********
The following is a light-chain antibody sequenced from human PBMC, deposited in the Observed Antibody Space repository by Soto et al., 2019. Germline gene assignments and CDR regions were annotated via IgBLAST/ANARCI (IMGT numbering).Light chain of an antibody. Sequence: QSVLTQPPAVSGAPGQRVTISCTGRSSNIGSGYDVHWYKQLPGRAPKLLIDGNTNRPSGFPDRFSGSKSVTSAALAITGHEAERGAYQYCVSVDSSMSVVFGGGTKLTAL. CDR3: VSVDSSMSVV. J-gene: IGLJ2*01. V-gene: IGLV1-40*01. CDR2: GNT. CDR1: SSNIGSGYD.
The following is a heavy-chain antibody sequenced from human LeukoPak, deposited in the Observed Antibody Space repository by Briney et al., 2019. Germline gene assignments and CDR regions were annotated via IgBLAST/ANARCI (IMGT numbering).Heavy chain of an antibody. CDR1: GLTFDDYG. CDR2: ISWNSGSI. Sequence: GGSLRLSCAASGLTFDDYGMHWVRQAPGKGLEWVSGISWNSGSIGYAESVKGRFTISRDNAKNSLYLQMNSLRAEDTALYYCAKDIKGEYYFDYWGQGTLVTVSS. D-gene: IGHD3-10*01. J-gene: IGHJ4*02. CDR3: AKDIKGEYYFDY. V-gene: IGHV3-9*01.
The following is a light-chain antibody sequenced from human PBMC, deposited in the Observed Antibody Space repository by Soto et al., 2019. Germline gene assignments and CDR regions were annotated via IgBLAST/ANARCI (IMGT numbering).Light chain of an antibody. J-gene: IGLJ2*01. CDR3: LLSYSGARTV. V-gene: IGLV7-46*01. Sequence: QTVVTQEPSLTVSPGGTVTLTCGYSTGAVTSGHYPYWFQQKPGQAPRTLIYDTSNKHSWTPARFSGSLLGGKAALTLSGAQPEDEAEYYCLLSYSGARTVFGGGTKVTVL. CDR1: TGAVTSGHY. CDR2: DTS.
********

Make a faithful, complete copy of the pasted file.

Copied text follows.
The following is a light-chain antibody sequenced from human PBMC, deposited in the Observed Antibody Space repository by Soto et al., 2019. Germline gene assignments and CDR regions were annotated via IgBLAST/ANARCI (IMGT numbering).Light chain of an antibody. Sequence: QSVLTQPPAVSGAPGQRVTISCTGRSSNIGSGYDVHWYKQLPGRAPKLLIDGNTNRPSGFPDRFSGSKSVTSAALAITGHEAERGAYQYCVSVDSSMSVVFGGGTKLTAL. CDR3: VSVDSSMSVV. J-gene: IGLJ2*01. V-gene: IGLV1-40*01. CDR2: GNT. CDR1: SSNIGSGYD.
The following is a heavy-chain antibody sequenced from human LeukoPak, deposited in the Observed Antibody Space repository by Briney et al., 2019. Germline gene assignments and CDR regions were annotated via IgBLAST/ANARCI (IMGT numbering).Heavy chain of an antibody. CDR1: GLTFDDYG. CDR2: ISWNSGSI. Sequence: GGSLRLSCAASGLTFDDYGMHWVRQAPGKGLEWVSGISWNSGSIGYAESVKGRFTISRDNAKNSLYLQMNSLRAEDTALYYCAKDIKGEYYFDYWGQGTLVTVSS. D-gene: IGHD3-10*01. J-gene: IGHJ4*02. CDR3: AKDIKGEYYFDY. V-gene: IGHV3-9*01.
The following is a light-chain antibody sequenced from human PBMC, deposited in the Observed Antibody Space repository by Soto et al., 2019. Germline gene assignments and CDR regions were annotated via IgBLAST/ANARCI (IMGT numbering).Light chain of an antibody. J-gene: IGLJ2*01. CDR3: LLSYSGARTV. V-gene: IGLV7-46*01. Sequence: QTVVTQEPSLTVSPGGTVTLTCGYSTGAVTSGHYPYWFQQKPGQAPRTLIYDTSNKHSWTPARFSGSLLGGKAALTLSGAQPEDEAEYYCLLSYSGARTVFGGGTKVTVL. CDR1: TGAVTSGHY. CDR2: DTS.